It’s time to start thinking about what iconic New Zealand Sauvignon Blanc you will be drinking this International Sauvignon Blanc Day, 4th May.
With the help of 10th generation patriarch Georg Riedel, the panel spent an afternoon tasting the region’s flagship wine, from a range of 11 individually styled glasses. As more and more were eliminated for various reasons, it came down to two – both extremely similar in style and size.
It is not the first time Riedel’s patriarch has been involved in helping discover the perfect varietal glass here in New Zealand. A few years ago, he ran similar seminars in Central Otago and finally with the help of a number of wine experts, the 260-year-old company produced a Pinot Noir glass that presents Central Otago wines in the best possible light.
Riedel are now set on producing a Sauvignon Blanc glass that shows off the unique aromatics of Marlborough’s wine.
While you might think it is all just marketing hyperbole that the glass changes the taste of a wine – no one on the testing panel would agree with you. The differences in both aromas and impact on the palate were obvious to all, when the same wine was drunk from a variety of glass styles.
With 11 glasses set in front of them, the panel had four flights of wine to taste. On the first flight, each person had to eliminate three glasses. Another three were eliminated on flight two, (with a different wine), and again on the third flight. That left just two glasses on the table. And that was where the hard work really began. Both were similar styles, (see picture) and there was some discussion on just which showed off the variety best. In the end it required a second tasting comparison for a final decision to be made. Glass three, a Champagne Wine Glass was the winner, just – over glass 10, which was a Malvasia.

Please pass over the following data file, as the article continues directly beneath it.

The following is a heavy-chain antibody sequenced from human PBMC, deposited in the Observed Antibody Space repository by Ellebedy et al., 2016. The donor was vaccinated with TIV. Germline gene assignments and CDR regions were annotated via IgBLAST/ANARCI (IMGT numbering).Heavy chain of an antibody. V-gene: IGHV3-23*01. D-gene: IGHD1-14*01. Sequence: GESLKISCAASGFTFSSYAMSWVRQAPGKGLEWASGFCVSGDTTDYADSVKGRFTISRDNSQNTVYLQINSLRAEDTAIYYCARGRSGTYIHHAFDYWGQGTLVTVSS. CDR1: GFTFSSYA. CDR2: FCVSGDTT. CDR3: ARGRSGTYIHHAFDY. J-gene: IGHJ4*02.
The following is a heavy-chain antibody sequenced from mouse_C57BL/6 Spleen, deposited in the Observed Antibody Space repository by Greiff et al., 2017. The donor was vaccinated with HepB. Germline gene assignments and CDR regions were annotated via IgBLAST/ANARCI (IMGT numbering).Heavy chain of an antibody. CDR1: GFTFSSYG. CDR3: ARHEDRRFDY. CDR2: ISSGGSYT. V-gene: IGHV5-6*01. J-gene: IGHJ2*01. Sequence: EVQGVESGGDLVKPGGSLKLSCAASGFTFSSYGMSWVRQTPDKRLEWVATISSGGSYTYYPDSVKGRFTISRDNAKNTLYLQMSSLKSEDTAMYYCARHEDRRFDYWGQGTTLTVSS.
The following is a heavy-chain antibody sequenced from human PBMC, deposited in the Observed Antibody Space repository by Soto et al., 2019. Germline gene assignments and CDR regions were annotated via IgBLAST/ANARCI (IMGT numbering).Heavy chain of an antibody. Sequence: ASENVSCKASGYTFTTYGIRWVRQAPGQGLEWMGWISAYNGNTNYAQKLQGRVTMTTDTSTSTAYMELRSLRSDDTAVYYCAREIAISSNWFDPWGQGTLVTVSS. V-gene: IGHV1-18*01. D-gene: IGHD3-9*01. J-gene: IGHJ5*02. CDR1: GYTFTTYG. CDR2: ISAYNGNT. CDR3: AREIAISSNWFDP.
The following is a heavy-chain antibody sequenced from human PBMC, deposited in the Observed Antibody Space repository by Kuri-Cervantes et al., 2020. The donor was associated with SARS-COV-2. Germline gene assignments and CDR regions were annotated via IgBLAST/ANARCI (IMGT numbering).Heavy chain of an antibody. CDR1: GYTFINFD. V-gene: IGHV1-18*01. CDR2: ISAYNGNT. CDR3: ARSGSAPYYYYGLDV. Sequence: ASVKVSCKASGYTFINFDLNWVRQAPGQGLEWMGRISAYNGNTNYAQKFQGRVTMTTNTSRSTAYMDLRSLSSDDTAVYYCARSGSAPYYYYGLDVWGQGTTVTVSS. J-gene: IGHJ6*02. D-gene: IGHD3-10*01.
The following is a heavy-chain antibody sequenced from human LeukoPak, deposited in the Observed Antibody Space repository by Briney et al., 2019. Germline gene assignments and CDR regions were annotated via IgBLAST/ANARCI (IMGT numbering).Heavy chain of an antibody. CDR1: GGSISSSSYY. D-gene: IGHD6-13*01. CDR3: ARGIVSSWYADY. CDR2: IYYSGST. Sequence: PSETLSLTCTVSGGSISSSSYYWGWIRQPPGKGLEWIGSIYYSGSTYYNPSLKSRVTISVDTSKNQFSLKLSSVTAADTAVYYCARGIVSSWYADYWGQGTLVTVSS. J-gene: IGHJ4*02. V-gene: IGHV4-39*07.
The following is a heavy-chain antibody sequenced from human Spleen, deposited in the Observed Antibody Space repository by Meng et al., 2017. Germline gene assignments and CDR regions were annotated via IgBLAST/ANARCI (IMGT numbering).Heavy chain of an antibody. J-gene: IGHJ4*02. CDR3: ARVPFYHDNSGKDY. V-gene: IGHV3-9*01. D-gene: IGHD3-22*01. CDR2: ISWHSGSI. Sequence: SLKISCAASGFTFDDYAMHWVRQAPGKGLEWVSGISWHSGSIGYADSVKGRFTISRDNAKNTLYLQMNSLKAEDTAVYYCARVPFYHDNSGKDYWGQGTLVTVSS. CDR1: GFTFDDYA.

Ironically in the first panel tasting back in June, it was glass 10 that won and glass three was second.
So why is it that glass shape and size changes the wine? Georg Riedel says it is not so much changing the wine, as changing the interpretation of the wine.
“If you compare wine to music – music does not change, but the interpretation of the music changes very, very much. The same with wine. If you try a wine in each of the glasses, you will be astonished about the difference in aroma and taste.”
Everybody understands there is a lot of science involved in winemaking – but the glass you drink that wine from is equally a work of science. Riedel explained that the bowl of the glass comes with three very distinct parameters.
“First size, then its shape and finally, the opening of the glass The flow of liquid to our palate depends on these three parameters which then generates a different perception of the same wine.”
He says size is very important, but so too is shape. The larger bowl style glasses in the Sauvignon Blanc tasting failed to deliver significant aromatics, proving his point.
As for the opening of the glass it’s importance lies in how you have to place your head to drink. Does the opening deliver to the full mouth or does it confine the liquid to the tongue? Either way will impact on the taste sense, as Cloudy Bay winemaker Tim Heath pointed out when asked why he chose glass three over glass 10.
“(With glass 3) the wine washed around the sides of my mouth and I felt there was more structure and influence around that. The other glass (10) it poured straight down the middle of my tongue.”
Riedel explained the differences between the two glasses – admitting he preferred the second place getter, glass 10.
“This glass has a tinier, more narrow opening, which with gravity you move your head back and it gives a little more push on the wine, it goes more to the centre of the palate. Whereas glass three would go more forward of the palate.”
So what now? Good question. Riedel have left the two winning glasses with each of the panel and has asked them to continue to compare them against each other, to confirm the earlier decision. But it just may be that the perfect glass to drink a Marlborough Sauvignon Blanc is the same as that for a Champagne wine.
That doesn’t seem like too bad a result, particularly in terms of status.